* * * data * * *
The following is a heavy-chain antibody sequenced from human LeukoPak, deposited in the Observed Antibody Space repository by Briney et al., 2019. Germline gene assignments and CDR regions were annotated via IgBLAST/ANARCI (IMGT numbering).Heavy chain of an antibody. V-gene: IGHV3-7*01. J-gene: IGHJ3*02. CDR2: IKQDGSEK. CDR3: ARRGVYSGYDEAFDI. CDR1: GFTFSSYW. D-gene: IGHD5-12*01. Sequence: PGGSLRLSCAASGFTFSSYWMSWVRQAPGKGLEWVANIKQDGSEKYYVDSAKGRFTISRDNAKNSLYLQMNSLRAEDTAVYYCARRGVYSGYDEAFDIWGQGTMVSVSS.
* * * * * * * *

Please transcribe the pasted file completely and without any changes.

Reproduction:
The following is a heavy-chain antibody sequenced from human LeukoPak, deposited in the Observed Antibody Space repository by Briney et al., 2019. Germline gene assignments and CDR regions were annotated via IgBLAST/ANARCI (IMGT numbering).Heavy chain of an antibody. V-gene: IGHV3-7*01. J-gene: IGHJ3*02. CDR2: IKQDGSEK. CDR3: ARRGVYSGYDEAFDI. CDR1: GFTFSSYW. D-gene: IGHD5-12*01. Sequence: PGGSLRLSCAASGFTFSSYWMSWVRQAPGKGLEWVANIKQDGSEKYYVDSAKGRFTISRDNAKNSLYLQMNSLRAEDTAVYYCARRGVYSGYDEAFDIWGQGTMVSVSS.